Planes of Fame Features WWII Survivors; Flies Focke-Wulf | Flying Magazine

Planes of Fame Features WWII Survivors; Flies Focke-Wulf

Luftwaffe vs. the Eighth Air Force wows the crowd.

Planes of Fame

Planes of Fame

The Planes of Fame Air Museum in Chino, California, celebrated World War II airplanes and combat survivors at a recent event named Luftwaffe vs. the Eighth Air Force. The museum’s own Focke-Wulf FW-190 replica wowed the crowd with several fly-bys over the museum after a two-hour presentation of speakers.

The FW-190 and Messerschmidt BF-109 were the main defenders of the German territory during WWII. Through their use as day and night fighters, ground attack aircraft and fighter-bombers, these airplanes were the nemesis of the Allied countries’ WWII bomber airplanes. It wasn’t until the North American P-51 was introduced to protect the bombers that these airplanes could be successfully fought.

Several presenters spoke on the topic, including Thomas McKelvey Cleaver, who spoke at length about American fighter pilots and squadrons of the day. McKelvey Cleaver had a chance to befriend several prominent WWII combat pilots during his research for a book on the topic. Most of those pilots have since passed away.

Former Luftwaffe pilot Jorg Czypionka enchanted the audience as he spoke of his days as a fighter pilot flying the BF-109. Czypionka, who was a very successful combat pilot, survived a harrowing mission when his airplane was shot down and he was forced to parachute at night onto the roof of a factory. He was also an early pilot of the Messerschmidt Me-262, the first operational fighter jet. Czypionka flew his first combat mission in the Me-262 after about 45 minutes of ground training and a short introductory flight.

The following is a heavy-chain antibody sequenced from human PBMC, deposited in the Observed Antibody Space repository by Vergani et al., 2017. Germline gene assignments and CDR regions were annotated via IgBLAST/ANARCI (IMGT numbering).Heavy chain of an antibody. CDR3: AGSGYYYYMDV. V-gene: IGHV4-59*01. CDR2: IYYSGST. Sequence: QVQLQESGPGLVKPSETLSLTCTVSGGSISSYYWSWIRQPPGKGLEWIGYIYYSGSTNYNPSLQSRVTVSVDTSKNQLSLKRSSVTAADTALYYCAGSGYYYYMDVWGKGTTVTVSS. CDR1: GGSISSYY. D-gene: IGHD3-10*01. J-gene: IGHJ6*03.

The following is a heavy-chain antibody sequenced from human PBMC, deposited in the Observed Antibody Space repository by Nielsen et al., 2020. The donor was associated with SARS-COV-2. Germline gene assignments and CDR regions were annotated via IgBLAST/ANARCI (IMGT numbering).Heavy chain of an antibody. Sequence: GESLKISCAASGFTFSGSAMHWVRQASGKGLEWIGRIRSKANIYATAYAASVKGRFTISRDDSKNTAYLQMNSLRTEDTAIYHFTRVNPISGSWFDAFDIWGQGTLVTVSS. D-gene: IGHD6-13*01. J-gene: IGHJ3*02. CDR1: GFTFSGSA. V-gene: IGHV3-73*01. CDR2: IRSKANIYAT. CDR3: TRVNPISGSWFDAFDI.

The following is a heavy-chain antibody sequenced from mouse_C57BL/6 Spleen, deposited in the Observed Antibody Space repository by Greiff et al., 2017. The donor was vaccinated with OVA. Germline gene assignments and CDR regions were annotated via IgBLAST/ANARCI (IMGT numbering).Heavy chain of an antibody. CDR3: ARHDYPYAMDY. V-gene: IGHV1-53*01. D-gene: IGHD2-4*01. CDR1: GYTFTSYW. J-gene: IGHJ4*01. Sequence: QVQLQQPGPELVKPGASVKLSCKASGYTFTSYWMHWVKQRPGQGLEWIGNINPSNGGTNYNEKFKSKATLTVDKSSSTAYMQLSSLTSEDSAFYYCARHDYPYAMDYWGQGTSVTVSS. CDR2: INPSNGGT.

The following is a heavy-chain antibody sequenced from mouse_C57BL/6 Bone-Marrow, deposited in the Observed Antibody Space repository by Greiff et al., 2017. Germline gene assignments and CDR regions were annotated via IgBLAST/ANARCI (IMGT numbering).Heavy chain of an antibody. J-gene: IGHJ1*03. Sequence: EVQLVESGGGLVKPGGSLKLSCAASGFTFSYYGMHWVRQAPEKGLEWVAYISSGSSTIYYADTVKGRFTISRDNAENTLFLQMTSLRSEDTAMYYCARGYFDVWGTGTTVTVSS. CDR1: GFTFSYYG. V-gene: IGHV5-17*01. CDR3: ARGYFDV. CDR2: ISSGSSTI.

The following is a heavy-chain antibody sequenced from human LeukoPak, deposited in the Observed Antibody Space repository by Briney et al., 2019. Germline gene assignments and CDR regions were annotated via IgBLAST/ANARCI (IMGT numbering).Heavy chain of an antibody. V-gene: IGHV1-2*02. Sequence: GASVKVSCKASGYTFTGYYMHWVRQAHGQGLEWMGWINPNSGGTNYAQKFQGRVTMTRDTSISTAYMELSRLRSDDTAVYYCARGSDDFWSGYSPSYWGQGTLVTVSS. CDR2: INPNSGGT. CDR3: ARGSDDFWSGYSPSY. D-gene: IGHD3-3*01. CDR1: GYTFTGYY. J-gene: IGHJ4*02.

Wilbur Richardson also had the crowd on the edge of the seats as he spoke of his missions in a gun turret of a B-17 bomber. With 30 missions under his belt, Richardson survived a gunshot wound to the thigh and one major engine fire, an incident during which he quickly alerted the pilot to shut the engine down. The pilot complied before asking questions, a swift response that Richardson claims saved the lives of the entire crew.

The event was part of the Planes of Fame’s monthly Living History Flying Day series.

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